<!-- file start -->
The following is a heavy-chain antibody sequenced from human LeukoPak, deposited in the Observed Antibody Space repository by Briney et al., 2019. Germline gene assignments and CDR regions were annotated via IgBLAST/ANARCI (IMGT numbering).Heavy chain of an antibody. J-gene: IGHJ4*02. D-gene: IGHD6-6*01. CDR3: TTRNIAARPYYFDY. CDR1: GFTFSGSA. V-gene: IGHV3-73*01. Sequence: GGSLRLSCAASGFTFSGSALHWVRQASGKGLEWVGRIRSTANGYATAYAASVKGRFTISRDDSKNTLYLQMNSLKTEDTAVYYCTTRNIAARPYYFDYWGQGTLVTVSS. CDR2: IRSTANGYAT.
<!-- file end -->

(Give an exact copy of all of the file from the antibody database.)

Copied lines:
The following is a heavy-chain antibody sequenced from human LeukoPak, deposited in the Observed Antibody Space repository by Briney et al., 2019. Germline gene assignments and CDR regions were annotated via IgBLAST/ANARCI (IMGT numbering).Heavy chain of an antibody. J-gene: IGHJ4*02. D-gene: IGHD6-6*01. CDR3: TTRNIAARPYYFDY. CDR1: GFTFSGSA. V-gene: IGHV3-73*01. Sequence: GGSLRLSCAASGFTFSGSALHWVRQASGKGLEWVGRIRSTANGYATAYAASVKGRFTISRDDSKNTLYLQMNSLKTEDTAVYYCTTRNIAARPYYFDYWGQGTLVTVSS. CDR2: IRSTANGYAT.